Image: A new study claims fear of malpractice claims influence CS preferences (Photo courtesy of Getty Images).
Fear of litigation and perceived safety concerns are among the key factors influencing a decision to perform a caesarean section (CS), claims a new study.
Researchers at Trinity College Dublin (TCD; Ireland) conducted an international literature review of studies published between 1958 and 2016 whose aim was to explore obstetricians’ and/or midwives’ views of factors influencing decision-making for CS. Final study selection included 34 studies that reflected the opinions and beliefs of 7,785 obstetricians and 1,197 midwives from 20 countries. The key finding that emerged was that fear of legal consequences and litigation was a major influence on the decision to perform CS, despite the fact that it increases maternal mortality and morbidity, compared to vaginal birth.
Decision-making was further influenced by clinicians' perception that a small degree of risk is involved in performing CS, and their belief that CS is thus a 'safe' procedure. Personal convenience for obstetricians also influenced the decision to perform CS rather than aim for vaginal birth, related to perceptions of CS being an organized, orderly, convenient, and controlled birthing option compared to attempts at vaginal birth and having to be available throughout labor, day and night. Midwives', on the other hand, viewed 'convenience' as a cause of unnecessary CS.
Another important factor that emerged was Cesarean delivery on maternal request (CDMR), which were mostly influenced by ethnographic socio-cultural perspective, women’s preferences and demands, and the obstetricians' perception of women's anxiety and fear. The study findings suggest that obstetricians, more so than midwives, were inclined to support women's CDMR application (or demand) to perform a CS or repeat CS, instead of aiming for a subsequent vaginal birth after CS (VBAC).
Obstetricians with different levels of experience, inter-professional conflict, differences in attitudes, and lack of cooperation among midwives and obstetricians were some of the additional reported factors that influenced the decision to perform a CS. Beyond fear of litigation, other influencing factors that ultimately contribute to the global rise in rate of CS included insufficient human and physical resources, lack of unified guidelines and protocols, financial benefits to the hospital, and private versus public health care facilities. The study was published on July 27, 2018, in PLOS One.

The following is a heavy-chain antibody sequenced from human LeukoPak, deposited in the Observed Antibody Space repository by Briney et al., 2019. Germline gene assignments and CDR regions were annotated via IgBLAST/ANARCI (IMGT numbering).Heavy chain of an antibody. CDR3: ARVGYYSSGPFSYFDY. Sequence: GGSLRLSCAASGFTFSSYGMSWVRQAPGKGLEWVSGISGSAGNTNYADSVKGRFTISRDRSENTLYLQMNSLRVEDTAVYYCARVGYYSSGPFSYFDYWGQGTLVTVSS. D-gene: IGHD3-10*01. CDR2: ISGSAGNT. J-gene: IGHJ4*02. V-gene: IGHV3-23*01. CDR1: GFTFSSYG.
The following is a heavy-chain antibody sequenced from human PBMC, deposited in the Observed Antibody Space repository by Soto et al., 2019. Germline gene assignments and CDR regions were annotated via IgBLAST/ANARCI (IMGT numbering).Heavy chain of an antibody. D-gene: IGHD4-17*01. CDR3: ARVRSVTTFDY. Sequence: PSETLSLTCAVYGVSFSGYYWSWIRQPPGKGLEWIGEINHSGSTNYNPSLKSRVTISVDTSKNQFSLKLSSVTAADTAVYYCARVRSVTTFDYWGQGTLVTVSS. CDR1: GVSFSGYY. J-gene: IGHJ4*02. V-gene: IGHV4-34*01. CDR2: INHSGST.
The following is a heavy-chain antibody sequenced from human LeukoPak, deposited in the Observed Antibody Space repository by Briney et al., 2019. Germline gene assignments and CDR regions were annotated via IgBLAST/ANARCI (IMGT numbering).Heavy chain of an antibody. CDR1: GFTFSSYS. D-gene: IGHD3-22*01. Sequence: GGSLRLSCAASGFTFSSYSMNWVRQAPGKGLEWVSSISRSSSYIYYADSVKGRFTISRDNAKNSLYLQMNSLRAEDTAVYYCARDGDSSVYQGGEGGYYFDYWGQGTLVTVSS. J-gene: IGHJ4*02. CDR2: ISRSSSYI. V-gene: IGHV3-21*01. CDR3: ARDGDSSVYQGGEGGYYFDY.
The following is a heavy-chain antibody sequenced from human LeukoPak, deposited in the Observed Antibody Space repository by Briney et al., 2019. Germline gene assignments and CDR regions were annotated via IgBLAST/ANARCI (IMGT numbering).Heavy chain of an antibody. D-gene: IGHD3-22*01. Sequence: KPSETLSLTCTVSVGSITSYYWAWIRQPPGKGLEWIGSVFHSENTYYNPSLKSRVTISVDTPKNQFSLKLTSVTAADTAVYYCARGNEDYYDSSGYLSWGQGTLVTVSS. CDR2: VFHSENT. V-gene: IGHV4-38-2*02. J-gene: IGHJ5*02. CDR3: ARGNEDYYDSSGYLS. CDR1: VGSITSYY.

“CS rates are increasing worldwide, particularly among first-time mothers, with limited explanation of the factors that influence the rising trend. This is a big concern for health care professionals, because vaginal birth is safer and associated with fewer complications,” said lead author Sunita Panda, MSc, of the TCD school of nursing and midwifery. “Our study identified the significant influence of 'fear of litigation' on clinicians' decision to perform CS, irrespective of hospital setting, age, gender, professional experience, resources, and culture within the health care system.”
While in Sub-Saharan regions the Cesarean section rate is only 3%, in Central America it is 31%, and the rate in Europe is around 25% of all deliveries; in the USA the rate is estimated at 32.2%, and in China it stands at 50%, among the highest in the world. Many studies have confirmed that CS is associated with increased risks to both mother and child, and should only be performed when it is clearly advantageous.
Trinity College Dublin